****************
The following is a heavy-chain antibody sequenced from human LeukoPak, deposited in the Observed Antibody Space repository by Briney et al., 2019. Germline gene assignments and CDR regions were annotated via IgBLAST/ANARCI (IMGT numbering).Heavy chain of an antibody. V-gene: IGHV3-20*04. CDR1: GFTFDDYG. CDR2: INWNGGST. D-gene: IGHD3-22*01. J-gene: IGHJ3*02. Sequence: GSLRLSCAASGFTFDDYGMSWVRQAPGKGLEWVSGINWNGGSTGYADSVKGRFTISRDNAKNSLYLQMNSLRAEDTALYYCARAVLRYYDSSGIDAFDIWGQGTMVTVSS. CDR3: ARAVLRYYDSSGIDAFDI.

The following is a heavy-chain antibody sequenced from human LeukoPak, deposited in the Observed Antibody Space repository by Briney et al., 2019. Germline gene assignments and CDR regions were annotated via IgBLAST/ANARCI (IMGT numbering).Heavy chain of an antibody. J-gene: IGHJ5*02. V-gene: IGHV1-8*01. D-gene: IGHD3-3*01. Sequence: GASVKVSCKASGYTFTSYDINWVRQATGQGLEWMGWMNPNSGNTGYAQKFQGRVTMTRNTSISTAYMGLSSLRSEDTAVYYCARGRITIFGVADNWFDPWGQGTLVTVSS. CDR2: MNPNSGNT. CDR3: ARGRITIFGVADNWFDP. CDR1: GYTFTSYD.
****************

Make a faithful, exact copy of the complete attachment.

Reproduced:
The following is a heavy-chain antibody sequenced from human LeukoPak, deposited in the Observed Antibody Space repository by Briney et al., 2019. Germline gene assignments and CDR regions were annotated via IgBLAST/ANARCI (IMGT numbering).Heavy chain of an antibody. V-gene: IGHV3-20*04. CDR1: GFTFDDYG. CDR2: INWNGGST. D-gene: IGHD3-22*01. J-gene: IGHJ3*02. Sequence: GSLRLSCAASGFTFDDYGMSWVRQAPGKGLEWVSGINWNGGSTGYADSVKGRFTISRDNAKNSLYLQMNSLRAEDTALYYCARAVLRYYDSSGIDAFDIWGQGTMVTVSS. CDR3: ARAVLRYYDSSGIDAFDI.

The following is a heavy-chain antibody sequenced from human LeukoPak, deposited in the Observed Antibody Space repository by Briney et al., 2019. Germline gene assignments and CDR regions were annotated via IgBLAST/ANARCI (IMGT numbering).Heavy chain of an antibody. J-gene: IGHJ5*02. V-gene: IGHV1-8*01. D-gene: IGHD3-3*01. Sequence: GASVKVSCKASGYTFTSYDINWVRQATGQGLEWMGWMNPNSGNTGYAQKFQGRVTMTRNTSISTAYMGLSSLRSEDTAVYYCARGRITIFGVADNWFDPWGQGTLVTVSS. CDR2: MNPNSGNT. CDR3: ARGRITIFGVADNWFDP. CDR1: GYTFTSYD.